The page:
Interview - Mia Tyler - Artist & Photographer 1

Interview – Mia Tyler – Artist & Photographer

Mia Tyler [daughter of Aerosmith’s frontman Steven Tyler and Cyrinda Foxe] spent much of her life in front of the camera as a plus size model, and in the public eye. However she always felt ill at ease with this position and  it was after her father gave her a professional camera for her birthday that she switched sides, and her life as an artist was created. Drawing on the things around her, Mia depicts that which others may find distasteful, as beautiful and makes us question the very concept of beauty itself. Her debut exhibition took place in February of last year in New York at RIFF, Andy Hilfiger’s art-and-commerce outpost in the former CBGB Gallery space to great acclaim.

 I interviewed her about her intriguing work, what makes her tick, her inspiration and what blew her mind in 2012.


1. You went from being in front of the camera, to behind it, and had your first exhibition in 2012. Was this a natural progression for you, or was it something much more decisive?
I never really liked being in front of the camera. I am and always will be a bit of a rebellious tomboy. I would get to a shoot and instantly wish it was over. While the camera was on me I would imagine what it felt like to be on the other side of the lens. After I quit modeling i tried my hand at different jobs in the entertainment industry but still never felt content. It wasn’t until I got my hands on a real camera and started to play with it that I realized how much power I had in my grip. So, it was a bit of both a natural progression over a few years and decisive because once I got that camera in my hands I knew exactly what I was doing.

2. You have said that ‘There is beauty in decay’ [Which I agree with, some of the most beautiful things/people are those coming to the end of their lives] But how do you define this personally?
I grew up in a world where people want everything to be perfect. Women are supposed to have these perfect little bodies and wear their makeup and hair a certain way. I spent most of my life traveling and I came to find out that everyone everywhere is different. And that is what makes them beautiful to me. So because of the Hollywood standards I as a rebellious tomboy decided I was going to find the beauty in all things. I think the sexiest thing in the world is a gap between someones two front teeth. I guess I just like what the norm isn’t. I like to go to abandoned buildings and ruins and find the beauty in the crumble of it all. It’s easy to find faults in life but finding beauty is the hardest part. The ugly is everywhere because we are taught to be perfect. Finding beauty in decay is one of lifes hardest lessons and I try to school myself on a daily basis. It makes the world so much more fun.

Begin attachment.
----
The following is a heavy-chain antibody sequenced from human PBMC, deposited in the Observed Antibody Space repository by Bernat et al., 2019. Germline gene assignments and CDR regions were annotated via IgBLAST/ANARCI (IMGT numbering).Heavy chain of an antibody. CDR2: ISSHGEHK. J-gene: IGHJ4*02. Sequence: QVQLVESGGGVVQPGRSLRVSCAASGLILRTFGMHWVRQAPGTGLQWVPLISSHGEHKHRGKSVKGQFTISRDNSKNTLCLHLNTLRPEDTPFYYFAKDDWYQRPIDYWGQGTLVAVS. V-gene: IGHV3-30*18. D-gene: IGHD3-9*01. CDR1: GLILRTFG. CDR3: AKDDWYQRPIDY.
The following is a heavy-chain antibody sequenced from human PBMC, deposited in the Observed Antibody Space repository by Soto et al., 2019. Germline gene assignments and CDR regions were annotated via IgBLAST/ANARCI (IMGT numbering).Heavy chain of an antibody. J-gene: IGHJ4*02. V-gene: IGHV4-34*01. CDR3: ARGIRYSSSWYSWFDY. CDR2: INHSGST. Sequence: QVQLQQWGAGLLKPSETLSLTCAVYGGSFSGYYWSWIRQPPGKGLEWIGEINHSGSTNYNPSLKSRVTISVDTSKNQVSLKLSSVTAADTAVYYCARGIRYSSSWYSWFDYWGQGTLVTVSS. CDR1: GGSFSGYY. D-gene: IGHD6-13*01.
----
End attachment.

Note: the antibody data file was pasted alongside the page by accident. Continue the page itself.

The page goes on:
3. You often photograph things which other people find strange, sometimes even repulsive [the pig snouts come to mind! ;o) ] Is there a particular reason for this, are you trying to provoke a reaction? Or are just trying to represent an alternative view on things?
I get an idea in my head and run with it. My art is a reflection of what I see in my mind. To me it is just expressionism. People need to look inside of themselves to see what makes them think. Why would a pig snout be repulsive? Isn’t it just another part of the animal that you usually praise? People seem to love bacon so much that they put it on tshirts and proudly declare their love. The snout is just as much a part of that same animal. Why should it be left out? No one needs anything from a snout. It doesn’t feed you. It can’t be used to make you look good in any way. But paint it gold and everyone wants it. Human nature is selfish in so many ways.

4. I’m very interested in your ‘Survival’ series….can you explain a bit more about this, why the gas masks?
I was asked to be a part of a group show at Lambert Fine Arts in NYC. The theme was survival. I wanted to play up on the fact that everyone thought the world was ending because of the Mayan calendar prophesies. I thought, “the world is ending, what would you do?” And I kind of went from there. I asked my good friend Marilyn mansfield that question and she said she would put on her wedding dress and sit with all her dolls till the end came. So I photographed just that. I wanted to capture what other people considered “the end”. Using the gas masks just kind of came with the territory.